Lotus goes on a drive to win more diehard fans
British sports car brand associated with 007 – and more recently with ‘Red 2’ – is on a mission to expand into China
In this sense, the company’s recent role in developing Tesla electronic cars for the US market is of particular interest. Lotus has been working with Tesla to develop the Tesla Roadster. “If you look at the Tesla you can see there are a lot of similarities between that car and the Elise and that is because it shares some cross-over parts,” says Tompsett. “The cars would be built here at Lotus in Norfolk and shipped to California, and in California the batteries would be connected, so that is when they would become a US product.”
Making electric cars with the Lotus brand is an obvious road to go down, though quiet engines seem about as compatible with sports car brands as baby seats. Lotus, true to its culture, however, is not giving much away.
“What I can tell you is that Lotus Engineering is selling all of that so the technology is owned by Lotus, the technology is there, but it is not in road cars at the moment,” says Tompsett. “We will see what the market wants in terms of future electric Lotuses.”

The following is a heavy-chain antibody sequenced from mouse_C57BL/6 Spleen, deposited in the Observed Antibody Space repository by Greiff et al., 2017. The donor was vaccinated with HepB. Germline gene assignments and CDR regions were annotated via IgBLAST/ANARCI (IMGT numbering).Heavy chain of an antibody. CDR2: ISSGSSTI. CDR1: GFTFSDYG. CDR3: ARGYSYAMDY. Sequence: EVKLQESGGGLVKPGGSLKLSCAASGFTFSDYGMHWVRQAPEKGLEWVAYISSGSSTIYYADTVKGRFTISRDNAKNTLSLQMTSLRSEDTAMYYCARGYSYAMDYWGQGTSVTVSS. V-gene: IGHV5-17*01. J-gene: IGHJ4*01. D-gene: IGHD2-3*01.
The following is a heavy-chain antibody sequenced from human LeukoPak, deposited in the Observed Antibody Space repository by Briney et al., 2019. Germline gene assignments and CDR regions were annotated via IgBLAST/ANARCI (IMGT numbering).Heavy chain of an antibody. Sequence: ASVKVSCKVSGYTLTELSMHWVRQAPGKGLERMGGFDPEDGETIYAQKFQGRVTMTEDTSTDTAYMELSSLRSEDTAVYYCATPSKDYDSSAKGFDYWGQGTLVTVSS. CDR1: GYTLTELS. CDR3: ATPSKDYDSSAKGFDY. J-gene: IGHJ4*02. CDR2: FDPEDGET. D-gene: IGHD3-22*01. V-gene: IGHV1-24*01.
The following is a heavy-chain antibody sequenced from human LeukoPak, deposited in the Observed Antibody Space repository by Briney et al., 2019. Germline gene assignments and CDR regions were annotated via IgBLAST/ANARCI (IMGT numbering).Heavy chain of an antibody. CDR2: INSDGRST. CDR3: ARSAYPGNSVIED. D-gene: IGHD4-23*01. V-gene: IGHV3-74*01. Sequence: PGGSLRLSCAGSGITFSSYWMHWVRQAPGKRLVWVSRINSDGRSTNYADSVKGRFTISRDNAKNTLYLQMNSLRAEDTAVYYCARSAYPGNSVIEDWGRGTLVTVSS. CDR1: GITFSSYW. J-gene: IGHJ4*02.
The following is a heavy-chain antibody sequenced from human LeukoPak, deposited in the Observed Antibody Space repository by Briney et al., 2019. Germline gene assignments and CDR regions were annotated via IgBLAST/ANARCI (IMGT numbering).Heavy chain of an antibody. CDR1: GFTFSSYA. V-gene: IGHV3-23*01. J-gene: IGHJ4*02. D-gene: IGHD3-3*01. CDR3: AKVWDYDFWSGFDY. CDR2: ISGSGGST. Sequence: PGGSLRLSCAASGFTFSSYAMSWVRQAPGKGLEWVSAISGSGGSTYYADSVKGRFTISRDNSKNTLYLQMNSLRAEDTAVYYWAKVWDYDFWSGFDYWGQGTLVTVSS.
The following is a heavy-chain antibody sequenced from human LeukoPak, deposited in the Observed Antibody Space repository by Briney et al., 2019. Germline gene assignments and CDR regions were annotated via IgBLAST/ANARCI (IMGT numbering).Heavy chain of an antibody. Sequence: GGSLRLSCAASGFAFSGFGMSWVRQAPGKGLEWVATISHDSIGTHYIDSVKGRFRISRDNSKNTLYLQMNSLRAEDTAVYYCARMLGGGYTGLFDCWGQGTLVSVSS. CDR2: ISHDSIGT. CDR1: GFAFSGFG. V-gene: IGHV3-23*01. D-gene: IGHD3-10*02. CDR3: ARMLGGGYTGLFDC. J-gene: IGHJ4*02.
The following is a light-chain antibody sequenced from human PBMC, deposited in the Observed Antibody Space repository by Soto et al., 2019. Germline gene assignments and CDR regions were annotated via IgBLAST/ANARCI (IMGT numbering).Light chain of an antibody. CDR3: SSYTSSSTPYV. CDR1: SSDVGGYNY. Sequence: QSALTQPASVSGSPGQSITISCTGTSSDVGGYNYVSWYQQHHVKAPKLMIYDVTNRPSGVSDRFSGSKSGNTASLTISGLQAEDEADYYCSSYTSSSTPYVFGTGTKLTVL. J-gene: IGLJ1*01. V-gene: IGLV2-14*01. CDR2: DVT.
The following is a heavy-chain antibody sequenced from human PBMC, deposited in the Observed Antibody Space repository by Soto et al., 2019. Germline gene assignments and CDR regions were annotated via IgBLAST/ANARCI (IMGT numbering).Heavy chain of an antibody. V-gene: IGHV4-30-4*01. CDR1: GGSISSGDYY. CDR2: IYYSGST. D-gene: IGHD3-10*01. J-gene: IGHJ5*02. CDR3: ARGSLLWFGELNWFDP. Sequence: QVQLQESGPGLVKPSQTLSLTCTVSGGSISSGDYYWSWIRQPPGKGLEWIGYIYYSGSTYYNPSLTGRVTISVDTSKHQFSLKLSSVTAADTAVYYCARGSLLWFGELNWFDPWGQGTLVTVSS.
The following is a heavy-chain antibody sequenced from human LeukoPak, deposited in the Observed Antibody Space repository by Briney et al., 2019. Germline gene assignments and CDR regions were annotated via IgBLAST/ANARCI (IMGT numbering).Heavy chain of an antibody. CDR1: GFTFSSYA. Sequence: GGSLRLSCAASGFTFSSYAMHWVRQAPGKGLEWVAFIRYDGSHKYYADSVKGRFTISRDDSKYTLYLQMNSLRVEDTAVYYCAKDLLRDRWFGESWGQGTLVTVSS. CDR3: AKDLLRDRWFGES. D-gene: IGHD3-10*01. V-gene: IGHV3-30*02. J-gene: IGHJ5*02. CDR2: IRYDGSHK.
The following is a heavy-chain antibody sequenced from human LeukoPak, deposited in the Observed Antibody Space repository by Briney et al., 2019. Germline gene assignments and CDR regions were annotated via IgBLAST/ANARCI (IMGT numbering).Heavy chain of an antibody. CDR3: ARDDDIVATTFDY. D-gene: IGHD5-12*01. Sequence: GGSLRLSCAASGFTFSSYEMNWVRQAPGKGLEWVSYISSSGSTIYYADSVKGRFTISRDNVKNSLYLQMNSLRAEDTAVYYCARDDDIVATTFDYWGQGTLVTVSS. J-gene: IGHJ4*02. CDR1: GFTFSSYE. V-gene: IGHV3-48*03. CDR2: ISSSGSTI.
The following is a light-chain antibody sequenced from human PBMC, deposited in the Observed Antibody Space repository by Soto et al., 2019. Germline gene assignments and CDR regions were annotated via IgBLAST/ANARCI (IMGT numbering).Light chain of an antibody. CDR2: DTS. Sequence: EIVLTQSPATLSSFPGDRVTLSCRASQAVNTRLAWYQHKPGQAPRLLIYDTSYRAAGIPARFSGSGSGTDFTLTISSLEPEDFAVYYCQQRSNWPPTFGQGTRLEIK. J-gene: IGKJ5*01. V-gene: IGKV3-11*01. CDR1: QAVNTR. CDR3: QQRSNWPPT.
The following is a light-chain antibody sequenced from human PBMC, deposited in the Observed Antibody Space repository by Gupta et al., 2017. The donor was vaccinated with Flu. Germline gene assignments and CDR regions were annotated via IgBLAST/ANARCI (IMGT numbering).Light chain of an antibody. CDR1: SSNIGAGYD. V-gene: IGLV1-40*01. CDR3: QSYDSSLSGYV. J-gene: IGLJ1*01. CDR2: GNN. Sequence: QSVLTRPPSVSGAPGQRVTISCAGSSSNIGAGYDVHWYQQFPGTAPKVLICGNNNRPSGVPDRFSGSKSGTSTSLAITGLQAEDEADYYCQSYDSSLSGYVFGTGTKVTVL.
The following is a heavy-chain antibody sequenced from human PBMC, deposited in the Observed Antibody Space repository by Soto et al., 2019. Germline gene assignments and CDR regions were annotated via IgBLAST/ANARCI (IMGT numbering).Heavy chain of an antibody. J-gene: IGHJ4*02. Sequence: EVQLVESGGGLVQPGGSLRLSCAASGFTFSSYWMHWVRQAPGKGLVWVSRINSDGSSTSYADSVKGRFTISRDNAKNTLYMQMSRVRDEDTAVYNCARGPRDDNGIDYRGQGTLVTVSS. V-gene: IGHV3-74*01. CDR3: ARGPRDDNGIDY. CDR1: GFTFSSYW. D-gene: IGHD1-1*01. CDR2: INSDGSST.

And indeed, what it wants from Lotus in general.
From Bond to Bruce Willis: How Lotus sports cars stay in the picture
When James Bond hurled himself underwater in a slick white submarine-car, he not only saved the day for himself but possibly for a small English car producer too.
Think 007 cars and you can’t help but think Lotus – they provided the gadget-ridden ridden vehicles for The Spy Who Loved Me (an Esprit S1) and For Your Eyes Only (an Esprit Turbo).
In Pretty Woman, Julia Roberts decided that the Esprit “corners like it’s on rails”.
It would be unfair to suggest that Hollywood’s stardust has been the secret of Lotus’s survival, but it hasn’t hurt. This summer, the Lotus Exige S appears in the London scenes of Red 2 , starring Bruce Willis and Helen Mirren.
With restricted marketing budgets, Lotus has to think where best to capture the public imagination, according to Tracey Tompsett. “We don’t advertise in the traditional sense; we spend our marketing resources on experiential campaigns,”she says.